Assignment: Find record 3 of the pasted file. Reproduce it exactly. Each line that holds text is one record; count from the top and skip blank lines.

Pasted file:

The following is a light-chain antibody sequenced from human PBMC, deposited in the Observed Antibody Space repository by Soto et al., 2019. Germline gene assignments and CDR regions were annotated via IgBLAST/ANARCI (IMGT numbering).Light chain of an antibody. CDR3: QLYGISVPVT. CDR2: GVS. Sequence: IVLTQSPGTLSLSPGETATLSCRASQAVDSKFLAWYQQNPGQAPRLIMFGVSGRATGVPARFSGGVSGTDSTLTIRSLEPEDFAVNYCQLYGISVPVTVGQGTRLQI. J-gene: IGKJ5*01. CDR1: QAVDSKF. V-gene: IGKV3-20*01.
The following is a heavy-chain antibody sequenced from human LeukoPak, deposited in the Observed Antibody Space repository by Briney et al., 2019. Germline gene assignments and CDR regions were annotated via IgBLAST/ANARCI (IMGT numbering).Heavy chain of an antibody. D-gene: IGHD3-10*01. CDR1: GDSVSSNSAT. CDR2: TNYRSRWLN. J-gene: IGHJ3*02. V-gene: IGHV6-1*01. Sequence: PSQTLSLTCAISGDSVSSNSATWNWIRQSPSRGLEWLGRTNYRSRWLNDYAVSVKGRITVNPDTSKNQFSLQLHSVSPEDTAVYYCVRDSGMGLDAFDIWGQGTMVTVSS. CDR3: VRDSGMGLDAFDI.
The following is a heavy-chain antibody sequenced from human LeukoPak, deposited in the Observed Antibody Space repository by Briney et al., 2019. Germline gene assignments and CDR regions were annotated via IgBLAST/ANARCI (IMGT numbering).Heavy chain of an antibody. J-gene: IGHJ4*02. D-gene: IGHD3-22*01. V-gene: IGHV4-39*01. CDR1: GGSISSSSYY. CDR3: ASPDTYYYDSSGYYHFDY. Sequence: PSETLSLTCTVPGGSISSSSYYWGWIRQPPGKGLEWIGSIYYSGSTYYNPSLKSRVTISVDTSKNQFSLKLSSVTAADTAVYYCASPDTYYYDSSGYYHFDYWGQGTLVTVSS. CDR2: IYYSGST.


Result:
The following is a heavy-chain antibody sequenced from human LeukoPak, deposited in the Observed Antibody Space repository by Briney et al., 2019. Germline gene assignments and CDR regions were annotated via IgBLAST/ANARCI (IMGT numbering).Heavy chain of an antibody. J-gene: IGHJ4*02. D-gene: IGHD3-22*01. V-gene: IGHV4-39*01. CDR1: GGSISSSSYY. CDR3: ASPDTYYYDSSGYYHFDY. Sequence: PSETLSLTCTVPGGSISSSSYYWGWIRQPPGKGLEWIGSIYYSGSTYYNPSLKSRVTISVDTSKNQFSLKLSSVTAADTAVYYCASPDTYYYDSSGYYHFDYWGQGTLVTVSS. CDR2: IYYSGST.